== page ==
The lure of a new pair of shoes, a shiny watch or a comfy new couch is strong. But you’re short on cash. A handy buy now, pay later provider (BNPL) is lurking close by.

BNPL providers like Afterpay, ZipPay or Oxipay are happy to help you take home your new toy, straight away. But there can be a downside to BNPL- that flashy purchase may have a negative impact on your credit score with long term consequences.

How does it work?

BNPL works for mostly small, discretionary purchases like clothing, beauty or household items. It can also be used for larger purchases such as solar systems or home improvements. The goods are most commonly paid for as 4 equal interest-free instalments. This means you can purchase goods or services without paying the full amount upfront and if you pay the instalments on time, there’s no interest charges.

BNPL is a tool to get you to spend more

BNPL can be used for online or in-store payments. In most cases, you’ll use a mobile app that is linked to your debit card or bank account. The app will display a payment schedule and send payment reminders. Keep in mind that retailers see BNPL as a tool to encourage you to spend more in their stores and are paying fees to the BNPL providers to be able to offer the service.

What are the benefits?

Instant gratification! You get your goods immediately! The approval process for BNPL can be completed within minutes and you will be on your way.

BNPL is an alternative to other payment products such as credit cards, personal loans and payday loans.

If used as part of a disciplined budgeting plan, BNPL might help you manage your cashflow. You may be able to align the repayments to your pay date and other bill payments. But if you’re already that organised with your money, you probably have no need for a BNPL service!

What’s the catch?

It can be easy to get carried away with BNPL and over-commit. You must make your monthly repayments or you’ll start to be charged interest. Late payment fees may also apply. If you have multiple BNPL accounts and are managing other monthly repayments like a home loan, you may find it tricky to balance everything.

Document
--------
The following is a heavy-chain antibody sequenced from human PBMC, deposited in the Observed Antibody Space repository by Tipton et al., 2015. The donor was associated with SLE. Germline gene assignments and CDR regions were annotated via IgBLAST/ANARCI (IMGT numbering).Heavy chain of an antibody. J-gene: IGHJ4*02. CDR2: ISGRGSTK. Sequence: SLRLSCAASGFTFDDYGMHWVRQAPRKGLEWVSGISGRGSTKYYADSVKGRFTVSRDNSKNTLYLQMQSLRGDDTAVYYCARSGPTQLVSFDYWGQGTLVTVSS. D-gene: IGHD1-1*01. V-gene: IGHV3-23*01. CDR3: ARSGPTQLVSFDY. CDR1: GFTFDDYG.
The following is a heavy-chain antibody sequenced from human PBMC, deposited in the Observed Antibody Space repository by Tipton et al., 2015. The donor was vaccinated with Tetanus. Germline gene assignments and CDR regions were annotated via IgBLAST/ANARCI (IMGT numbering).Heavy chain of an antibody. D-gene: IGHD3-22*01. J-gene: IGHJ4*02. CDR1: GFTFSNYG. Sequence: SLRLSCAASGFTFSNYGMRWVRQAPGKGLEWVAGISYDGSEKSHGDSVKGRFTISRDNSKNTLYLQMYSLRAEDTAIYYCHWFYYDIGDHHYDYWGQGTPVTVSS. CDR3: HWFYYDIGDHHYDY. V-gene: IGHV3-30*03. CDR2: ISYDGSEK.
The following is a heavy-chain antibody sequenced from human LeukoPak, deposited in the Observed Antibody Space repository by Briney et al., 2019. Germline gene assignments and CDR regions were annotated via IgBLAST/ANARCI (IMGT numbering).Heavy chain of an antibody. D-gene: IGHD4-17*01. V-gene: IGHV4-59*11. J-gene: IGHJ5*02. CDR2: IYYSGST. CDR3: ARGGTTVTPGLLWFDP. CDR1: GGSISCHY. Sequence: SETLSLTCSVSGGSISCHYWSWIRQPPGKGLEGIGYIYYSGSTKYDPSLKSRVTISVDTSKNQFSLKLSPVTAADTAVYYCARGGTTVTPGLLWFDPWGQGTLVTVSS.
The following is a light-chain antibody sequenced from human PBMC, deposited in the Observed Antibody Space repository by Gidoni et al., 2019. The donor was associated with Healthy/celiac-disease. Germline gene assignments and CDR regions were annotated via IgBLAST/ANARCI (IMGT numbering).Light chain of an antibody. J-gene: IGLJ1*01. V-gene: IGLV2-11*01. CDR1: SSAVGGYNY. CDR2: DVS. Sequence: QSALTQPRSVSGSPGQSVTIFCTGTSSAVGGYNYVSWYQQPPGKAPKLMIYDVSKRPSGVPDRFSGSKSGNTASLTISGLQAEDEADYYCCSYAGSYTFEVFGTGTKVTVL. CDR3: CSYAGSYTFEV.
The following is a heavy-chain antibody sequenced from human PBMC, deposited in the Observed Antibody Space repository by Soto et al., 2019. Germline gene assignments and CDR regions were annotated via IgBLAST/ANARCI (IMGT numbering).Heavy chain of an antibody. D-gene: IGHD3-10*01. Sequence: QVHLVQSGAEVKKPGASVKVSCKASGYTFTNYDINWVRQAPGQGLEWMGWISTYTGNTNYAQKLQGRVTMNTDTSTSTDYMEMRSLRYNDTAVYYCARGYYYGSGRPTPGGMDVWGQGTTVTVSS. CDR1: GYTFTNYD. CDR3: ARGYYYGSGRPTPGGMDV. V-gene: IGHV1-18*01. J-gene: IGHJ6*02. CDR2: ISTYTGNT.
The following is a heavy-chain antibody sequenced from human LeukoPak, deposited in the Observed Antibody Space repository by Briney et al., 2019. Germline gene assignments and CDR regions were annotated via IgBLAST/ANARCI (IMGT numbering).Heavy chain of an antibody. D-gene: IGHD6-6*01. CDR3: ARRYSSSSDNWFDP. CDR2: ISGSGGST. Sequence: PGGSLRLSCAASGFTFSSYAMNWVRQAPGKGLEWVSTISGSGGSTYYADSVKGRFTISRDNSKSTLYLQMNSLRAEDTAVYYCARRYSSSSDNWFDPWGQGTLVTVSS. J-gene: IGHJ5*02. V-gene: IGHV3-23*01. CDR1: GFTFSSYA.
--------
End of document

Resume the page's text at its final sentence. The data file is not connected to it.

While BNPL lenders may say that they’re not lenders in the traditional sense, the fact remains that they make money available to people who have to pay it back with costs tacked on. In most cases BNPL service providers aren’t required to run credit checks like a traditional lender, which means that it’s easier to access and if you’re already finding it difficult managing your money or spending money that you don’t have, then you could easily end up in a lot of debt.

So is it safe?

Regulation for BNPL is pending in the federal parliament so it currently isn’t covered by the Credit Act. BNPL providers say there are some checks and balances in place to protect consumers. Customers are started on low spending limits with the first instalment payment required upfront. If you miss any repayments, you will be prevented from spending more. This reduces the risk of getting into debt but it doesn’t remove it entirely.

Will it impact my credit score?

Your credit score is based on personal and financial information about you that's kept in your credit report. When you apply for a BNPL service, the provider may make a credit enquiry which can affect your credit score. How you use your BNPL service will impact your credit score. For example, if you miss a payment you may end up with a black mark on your credit score.

Banks use your credit score (or credit rating) to decide whether to give you credit or lend you money.

You can check your credit score and see if any BNPL accounts have been recorded and if this has impacted your score. Even if you don’t use a BNPL service regularly, if it appears on your credit history, it is considered a small loan by a lender and could influence the outcome of a future lending application.

Want to know more? Check out the MoneySmart website for more info on Credit scores and credit reports

The wrap up

BNPL may seem attractive but you need to manage repayments along with your other financial commitments to avoid interest charges.

Do your homework! Perhaps a savings account that rewards you for saving by paying you interest might be a good alternative. Our blog 7 reasons to consider a savings account is a good place to start.

Saving will mean you may have to wait a little longer for those discretionary items but you will remove the risk of over-committing financially.

Please note this information is general in nature and does not take into account your personal circumstances or objectives. You should consider this before acting on any of the information contained.